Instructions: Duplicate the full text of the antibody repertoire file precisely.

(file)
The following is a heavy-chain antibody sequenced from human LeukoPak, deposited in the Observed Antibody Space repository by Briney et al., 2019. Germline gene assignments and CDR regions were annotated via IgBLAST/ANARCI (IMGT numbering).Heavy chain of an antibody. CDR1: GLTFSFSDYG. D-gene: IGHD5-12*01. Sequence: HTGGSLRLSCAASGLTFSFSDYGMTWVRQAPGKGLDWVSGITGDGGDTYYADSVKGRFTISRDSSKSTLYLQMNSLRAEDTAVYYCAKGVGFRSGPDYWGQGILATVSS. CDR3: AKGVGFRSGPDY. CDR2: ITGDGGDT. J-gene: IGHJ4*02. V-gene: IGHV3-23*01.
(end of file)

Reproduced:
The following is a heavy-chain antibody sequenced from human LeukoPak, deposited in the Observed Antibody Space repository by Briney et al., 2019. Germline gene assignments and CDR regions were annotated via IgBLAST/ANARCI (IMGT numbering).Heavy chain of an antibody. CDR1: GLTFSFSDYG. D-gene: IGHD5-12*01. Sequence: HTGGSLRLSCAASGLTFSFSDYGMTWVRQAPGKGLDWVSGITGDGGDTYYADSVKGRFTISRDSSKSTLYLQMNSLRAEDTAVYYCAKGVGFRSGPDYWGQGILATVSS. CDR3: AKGVGFRSGPDY. CDR2: ITGDGGDT. J-gene: IGHJ4*02. V-gene: IGHV3-23*01.